• Join over 1.2 million students every month
  • Accelerate your learning by 29%
  • Unlimited access from just £6.99 per month

Heart of Darkness 1

Extracts from this document...

Introduction

Passage #4 Intro - Identification: This passage was taken from part 1 of the Heart of Darkness by Joseph Conrad. In this excerpt, Marlow describes the impoverished surroundings with abandoned equipment and notices a group of black prisoners under the supervision of a uniformed black man. - Thesis Through the use of extensive imagery, symbolism and juxtaposition, Conrad creates a dark and foreboding atmosphere of imprisonment and slavery. Body 1 - IMAGERY: dark imagery describing impoverished conditions of both land and the men which contributes to creating a dark and foreboding atmosphere - "rocky cliff...turned-up earth...waste of excavations", "inhabited devastation" - description of unwelcoming surroundings sets the atmosphere - "...looked as dead as the carcass of some animal", "decaying machinery", "rusty nails" - ...read more.

Middle

- simile, relating the black rags to tails, perhaps relating the prisoners to animals - "joints of their limbs were like knots in a rope", "rhythmically clinking" - simile, relating limbs to knots to emphasizes the poor condition they're in - "I could see every rib", "meagre breasts panted...violently dilated nostrils quivered...eyes stared stonily", "deathlike indifference" - detailed depiction of the prisoners emphasizes their impoverished state, evokes sympathy in readers Body 2 - SYMBOLISM: references to the prisoners' captive state, position of being under the control of the uniformed man adds to the atmosphere of imprisonment - "decaying machinery, a stack of rusty nails" - symbolises the poor condition in which the prisoners are in - "moved about like ants" - relating the people ...read more.

Conclusion

white, rascally grin" - contrast in the quality of their attire, their mood - the prisoners have a deathlike indifference, implying that they've given up or lost hope while the guard grins - the prisoners are passive, moving in the same manner ("the clink kept time with their footsteps") while the guard is more active with unplanned movements ("hoisted his weapon to his shoulder with alacrity...speedily reassured...glance at his charge...seemed to take me into partnership in his exalted trust") Conclusion - In this passage, the detailed imagery of the dying surroundings and the impoverished men, symbolism of the prisoners' powerlessness and the juxtaposition between the guard and the men effectively contributes to present a gloomy atmosphere to the readers and evokes sympathy from them. ...read more.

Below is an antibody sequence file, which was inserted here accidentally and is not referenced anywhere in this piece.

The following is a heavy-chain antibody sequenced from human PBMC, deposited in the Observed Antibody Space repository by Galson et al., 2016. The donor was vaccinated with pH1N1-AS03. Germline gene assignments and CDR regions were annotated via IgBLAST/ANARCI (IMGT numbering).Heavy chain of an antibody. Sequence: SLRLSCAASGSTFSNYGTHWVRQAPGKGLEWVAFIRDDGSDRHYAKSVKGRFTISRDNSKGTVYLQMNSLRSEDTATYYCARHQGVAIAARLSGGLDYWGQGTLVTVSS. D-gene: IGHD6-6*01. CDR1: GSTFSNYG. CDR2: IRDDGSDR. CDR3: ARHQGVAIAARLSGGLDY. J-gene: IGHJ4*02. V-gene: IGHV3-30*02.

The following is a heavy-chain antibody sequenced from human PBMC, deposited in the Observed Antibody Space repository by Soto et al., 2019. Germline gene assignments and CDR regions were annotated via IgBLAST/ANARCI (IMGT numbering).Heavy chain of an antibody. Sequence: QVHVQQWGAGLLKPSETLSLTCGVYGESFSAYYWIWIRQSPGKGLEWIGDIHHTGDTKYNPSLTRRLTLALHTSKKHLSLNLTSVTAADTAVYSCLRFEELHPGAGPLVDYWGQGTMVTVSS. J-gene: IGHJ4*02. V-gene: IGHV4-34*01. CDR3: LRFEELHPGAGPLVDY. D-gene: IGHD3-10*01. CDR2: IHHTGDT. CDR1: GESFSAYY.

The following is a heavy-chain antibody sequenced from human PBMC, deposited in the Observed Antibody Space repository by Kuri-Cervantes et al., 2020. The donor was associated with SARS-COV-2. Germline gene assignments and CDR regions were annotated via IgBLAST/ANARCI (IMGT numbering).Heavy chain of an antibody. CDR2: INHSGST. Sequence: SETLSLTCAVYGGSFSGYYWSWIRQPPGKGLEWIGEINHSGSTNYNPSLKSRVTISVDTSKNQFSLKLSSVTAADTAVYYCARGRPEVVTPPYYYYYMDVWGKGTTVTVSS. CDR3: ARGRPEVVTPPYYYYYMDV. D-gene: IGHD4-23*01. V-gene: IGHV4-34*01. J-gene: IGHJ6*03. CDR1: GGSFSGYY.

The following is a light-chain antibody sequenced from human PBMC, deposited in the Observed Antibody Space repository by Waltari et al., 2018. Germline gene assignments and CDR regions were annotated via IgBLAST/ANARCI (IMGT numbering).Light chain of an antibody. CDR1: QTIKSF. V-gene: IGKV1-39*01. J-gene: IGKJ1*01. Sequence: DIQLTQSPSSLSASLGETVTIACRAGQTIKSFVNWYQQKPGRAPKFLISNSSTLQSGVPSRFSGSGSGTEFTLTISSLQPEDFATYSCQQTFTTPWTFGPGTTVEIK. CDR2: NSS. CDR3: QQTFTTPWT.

The above preview is unformatted text

This student written piece of work is one of many that can be found in our International Baccalaureate Languages section.

Found what you're looking for?

  • Start learning 29% faster today
  • 150,000+ documents available
  • Just £6.99 a month

Not the one? Search for your essay title...
  • Join over 1.2 million students every month
  • Accelerate your learning by 29%
  • Unlimited access from just £6.99 per month

See related essaysSee related essays

Related International Baccalaureate Languages essays

  1. An Analysis of Kurtz's Death Scene in Heart of Darkness

    Eventually, Kurtz begins to show remorse for his misdeeds in teh African wild when he says "close the shutter, I can't bear to look at this," which makes readers feel sorry for him.

  2. Fasting Feasting by Anita Desai Detailed Study Notes

    Fasting, Feasting Extract Close Analysis Chapter Six Pages 66 - 72 In this section of the novel, the author of Fasting, Feasting, Anita Desai, illustrates the cultural expectations of women in India. Through the main themes - marriage and society, Desai shows India's middle class values and how such expectations

  1. In what ways do obsessions or fixations affect writers, speakers or characters in Heart ...

    His fixation on obtaining more and more ivory had led him to become a free agent, applying whatever rules he saw fit. The skulls on sticks outside his cabin were an act of complete savagery to both the Africans and the Europeans, but both still respected Kurtz's character and admired his resolve.

  2. Heart of Darkness 4

    Time takes on a distorted reality. As the passage begins with the blurring of "nineteen hundred years ago" and "the other day", an overall sense of ambiguity of time is given to the passage.

  1. Characteristics in the Heart of the Matter

    So in order to fulfill her desire and rescue her from this pathetic place, Scobie strikes a deal with Yusuf to raise the money to pay for his wife's passage, which leads to Scobie's corruption after many years of honest service.

  2. Women as figurative images in Joseph Conrad's Heart of Darkness

    seemed to look at her, pensive, as though it had been looking at the image of its own tenebrous and passionate soul"6.

  1. Heart of Darkness 3

    awed admiration for the ability of the helmsman to withstand such a painful death while the European bystanders appears to have a negative reaction, although he himself is unharmed. * "We two whites stood over him" o However, the remark regarding their positions reinforces the general view of Europeans being "higher" and "more civilized" than the natives.

  2. Heart of darkness & Apocalypse

    This scene brings the question of who are the real savages, the Africans or the Europeans. The outer appearance of the Europeans may look civilized covered with clothes, money, and status. However, their hearts are dark with hypocrisy and cruelty.

  • Over 160,000 pieces
    of student written work
  • Annotated by
    experienced teachers
  • Ideas and feedback to
    improve your own work